Anyone active on social media would not have missed the visuals from Pallikaranai in Chennai—high-end cars parked inside a posh apartment complex being washed off in Chennai floods caused by cyclone Michaung. Three days later, the 3,000 families living in the apartment complex are in complete distress. “There was no help from anyone despite several calls. We were safe till the wall behind our apartment was washed away in the flood. We recorded a video and called the government authorities for help. But no one helps us,” said Prakash, one of the residents in the apartment complex.
Years ago, when he moved to his brand new, posh apartment constructed by the leading real estate firm Puravankara in Pallikaranai, Prakash would not have thought in the wildest of his dreams that a natural disaster would push his family into extreme distress. It has been a nightmare for the past three days for Prakash and his family. Employed in one of the MNCs in Chennai as its top management staff, Prakash had been struggling to get back to normal life after cyclone Michaung brought incessant rains to Chennai and its suburbs. “This morning we all came out together to ensure that the water is drained. We walked out, wading through the water to buy the essentials for our people. The government was of no help despite several calls,” Prakash told The Week.
The Puravankara apartment in Pallikaranai is just one of the several localities where people in distress have been calling for help. Cars submerged in water, people walking with their bags in knee and waist-deep water on the main roads in the city suburbs, and people being rescued in boats have become common sight in Chennai. The supply of essentials, food, water, and milk has been hugely affected across the city. From the most active IT corridor to suburban areas like Velachery, Pallikaranai, Perungudi, Tambaram, and Medavakkam in South Chennai and areas like Vyasarpadi in North Chennai most parts of the city are still submerged.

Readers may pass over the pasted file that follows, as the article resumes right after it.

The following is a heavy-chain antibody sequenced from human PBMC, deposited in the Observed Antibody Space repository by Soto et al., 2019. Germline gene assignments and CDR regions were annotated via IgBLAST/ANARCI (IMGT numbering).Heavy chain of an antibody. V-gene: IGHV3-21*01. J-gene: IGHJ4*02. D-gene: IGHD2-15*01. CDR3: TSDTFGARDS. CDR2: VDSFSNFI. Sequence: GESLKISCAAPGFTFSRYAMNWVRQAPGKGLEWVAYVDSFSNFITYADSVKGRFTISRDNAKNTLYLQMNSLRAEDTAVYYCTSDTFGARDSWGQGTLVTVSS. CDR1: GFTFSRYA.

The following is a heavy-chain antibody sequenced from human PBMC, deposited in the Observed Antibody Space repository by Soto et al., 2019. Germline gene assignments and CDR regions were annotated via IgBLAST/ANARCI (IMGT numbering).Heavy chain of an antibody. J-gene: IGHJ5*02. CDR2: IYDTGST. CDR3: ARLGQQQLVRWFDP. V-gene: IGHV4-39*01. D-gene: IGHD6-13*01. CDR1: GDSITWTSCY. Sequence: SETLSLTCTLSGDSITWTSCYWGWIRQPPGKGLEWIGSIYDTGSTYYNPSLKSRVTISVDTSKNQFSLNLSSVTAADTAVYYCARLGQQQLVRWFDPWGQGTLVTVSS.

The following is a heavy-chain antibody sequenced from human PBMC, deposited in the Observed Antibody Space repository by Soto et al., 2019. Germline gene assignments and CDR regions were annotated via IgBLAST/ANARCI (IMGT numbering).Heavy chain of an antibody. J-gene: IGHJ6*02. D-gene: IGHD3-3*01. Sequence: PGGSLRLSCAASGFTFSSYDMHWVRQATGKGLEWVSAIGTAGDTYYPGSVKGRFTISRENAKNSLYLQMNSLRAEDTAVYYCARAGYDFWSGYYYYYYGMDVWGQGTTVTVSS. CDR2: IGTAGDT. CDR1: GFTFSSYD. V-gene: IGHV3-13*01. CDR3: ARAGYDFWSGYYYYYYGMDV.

Industrial estates under water
While the authorities and the state machinery are prioritising rescuing the people in the suburbs and other parts of Chennai, the capital city’s industrial estates are in deep distress. Michaung has dealt a severe blow to the factory operations of MSMEs in and around Chennai. The industrial estates at Ambattur, Thirumudivakkam, Perungudi, Thirumazhisai and Kakkalur are still submerged in four to six feet of water. While in some of the estates, stagnant water has been pumped out, the roads leading to the estates and the surrounding areas are still under water. Of all the estates, Thirumazhisai is the most affected. There are at least 900 units in and around the Thirumazhisai industrial estate. The Ambattur Industrial estate, one of the oldest in Chennai, is estimated to have lost around Rs 2,000 crore due to the cyclone and flooding. Though water has receded at Kakkalur estate, it hasn’t got back to work as power is yet to be restored. Perungudi industrial estate is still under water, while Guindy is slowly limping back to normalcy. “It seems we haven’t learnt any lessons from 2015,” said K.E. Raghunathan, national president, Association of Indian Entrepreneurs. The small industry owners estimate that the loss could be close to Rs.2500 crore.
Incidentally, Tamil Nadu will be hosting its Global Investors Meet in January 2024, which is just a month away. With a natural calamity taking away the might of Chennai’s industrial estates, it remains to be seen how the government will be able to convince the international investors looking to set shop in Chennai and other parts of Tamil Nadu.
On the other side, the entire IT corridor has also been flooded with most of the IT and ITES companies finding it difficult to connect to the network for the past two days. “There is no connectivity. How can we work from home,” asked an IT employee who is working in one of the leading software firms in Chennai.
“How do you expect me to work when there is four feet water in my house” asked Aparna Ramalingam. Living in an interior locality in Velachery, Aparna had to wade through hip-deep water with her three-year-old daughter to reach the main road. “I am not sure if I will be able to continue with my job immediately. It will take at least a month for me to get back to normal life,” Aparna told The Week.
CM Stalin writes to Modi
In a letter to Prime Minister Narendra Modi, Chief Minister M.K. Stalin sought Rs 5,060 crore to rebuild the damaged infrastructure and for relief work. According to an official release, Stalin requested the Union government to dispatch a central team to assess the damages caused by cyclone Michaung. The official release also added that a survey is underway to assess the total damage and a detailed report will be prepared soon. Listing out the damages caused by “unprecedented” rains in the northern districts of Chennai, Chengalpet, Tiruvallur and Kancheepuram, Stalin pointed out that “the damage is severe in areas under the Corporation of Chennai. Infrastructure such as roads, bridges, and public buildings have suffered severe damage.”